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2.4 use insulation to save space
space is one of the common constraints, which hinders the use of air as insulation. If air insulation is adopted, it can be imagined how large the insulation space requirements of bare wires in buildings will be. It is necessary to consider replacing the air around the conductor with a better insulating material (dielectric).
due to the proximity and contact with other objects, the insulation thickness of low-voltage cables generally depends on the mechanical performance requirements rather than the electrical performance requirements. The characteristic requirements brought by the surrounding environment, such as sunshine, flame retardant and harsh installation conditions, make it difficult for a single insulating material to meet all relevant requirements. The design structure of more than two layers is widely used in the design of low-voltage cables. Although the outer layer is usually insulated, it may sacrifice a certain degree of insulation performance to obtain other properties, such as high strength, sunlight resistance, flame retardant, chemical resistance, etc. In this case, the outer layer of the cable may act as both insulation and sheath.
2.5 higher voltage
since the equipotential line is perpendicular to the power line, this bending will lead to the difference of the surface potential of the insulating layer. At low voltage, the effect can be ignored. With the increase of voltage, the gradient of potential will reach high enough to generate current flowing through the insulating surface, which is generally called “creepage”. Even if the surface current is very small, high surface impedance will still cause heating and eventually damage the insulating layer. If this situation continues, electric corrosion may develop into serious insulation damage; If the insulation is also in contact with the earth, it will cause a ground fault.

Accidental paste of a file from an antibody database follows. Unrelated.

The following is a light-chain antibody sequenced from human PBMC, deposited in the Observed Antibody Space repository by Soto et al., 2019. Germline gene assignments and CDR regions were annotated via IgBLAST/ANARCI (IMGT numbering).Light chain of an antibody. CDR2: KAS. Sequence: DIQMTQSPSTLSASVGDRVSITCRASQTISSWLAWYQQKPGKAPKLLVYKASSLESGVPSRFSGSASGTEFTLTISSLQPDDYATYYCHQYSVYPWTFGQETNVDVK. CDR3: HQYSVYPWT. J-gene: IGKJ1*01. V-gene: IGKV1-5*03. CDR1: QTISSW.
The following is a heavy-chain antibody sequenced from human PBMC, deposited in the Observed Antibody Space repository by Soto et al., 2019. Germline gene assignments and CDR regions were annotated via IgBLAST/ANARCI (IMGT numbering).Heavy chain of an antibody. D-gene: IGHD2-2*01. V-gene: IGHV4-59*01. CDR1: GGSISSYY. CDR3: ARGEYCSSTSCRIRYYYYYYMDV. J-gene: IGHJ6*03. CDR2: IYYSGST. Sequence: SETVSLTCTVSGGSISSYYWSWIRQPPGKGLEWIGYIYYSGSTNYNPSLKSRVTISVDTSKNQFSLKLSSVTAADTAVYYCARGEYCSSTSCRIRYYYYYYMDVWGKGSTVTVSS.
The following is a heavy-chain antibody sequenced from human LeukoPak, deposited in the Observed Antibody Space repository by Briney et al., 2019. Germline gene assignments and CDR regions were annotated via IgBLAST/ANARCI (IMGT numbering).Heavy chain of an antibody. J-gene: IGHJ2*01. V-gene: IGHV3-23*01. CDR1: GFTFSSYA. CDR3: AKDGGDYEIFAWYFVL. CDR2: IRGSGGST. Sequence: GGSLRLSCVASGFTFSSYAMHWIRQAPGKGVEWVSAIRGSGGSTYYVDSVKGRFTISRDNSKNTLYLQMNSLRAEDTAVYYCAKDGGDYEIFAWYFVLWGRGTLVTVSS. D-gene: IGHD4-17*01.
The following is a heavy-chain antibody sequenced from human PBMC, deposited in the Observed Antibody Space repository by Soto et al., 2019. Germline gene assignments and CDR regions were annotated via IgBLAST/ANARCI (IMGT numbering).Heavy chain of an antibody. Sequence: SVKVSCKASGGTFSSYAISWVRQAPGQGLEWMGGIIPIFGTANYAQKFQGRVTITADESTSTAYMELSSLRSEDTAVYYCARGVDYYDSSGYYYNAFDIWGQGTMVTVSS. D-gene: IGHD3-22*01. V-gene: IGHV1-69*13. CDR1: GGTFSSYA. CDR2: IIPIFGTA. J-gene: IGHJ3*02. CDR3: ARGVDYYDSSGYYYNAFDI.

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2.6 insulation and shielding
requirements for fault current of cables used in power system; A sufficiently large fault current requires a neutral circuit in the design of metal shielding. Such cables are called underground distribution cables and residential underground distribution cables. It is important to understand the function of metal shielding system, because many serious errors and faults are caused by misunderstanding of its function.
2.7 necessary conductor shielding
the existence of insulating shielding creates another complexity. The grounded insulation shield causes all voltage to be applied to the insulation.
as in the case of air insulated conductor, the problem of exceeding the maximum field strength withstood by the insulating layer should be considered here. Irregular edges of stranded conductors and possible burrs and scratches on the surfaces of stranded and solid conductors make this problem particularly significant.
A semi conducting layer is added outside the conductor to alleviate the irregularity of its surface. This can reduce the possibility of protrusions entering the insulating layer. The bulge entering the insulating layer or semi conducting layer will increase the local field strength (field strength concentration), which may exceed the long-term breakdown strength of the insulation. In the case of extruded insulation, the requirements are particularly strict. Unlike air insulation, (solid) insulation cannot be “updated immediately”. Any damage may develop and cause complete breakdown of the insulation.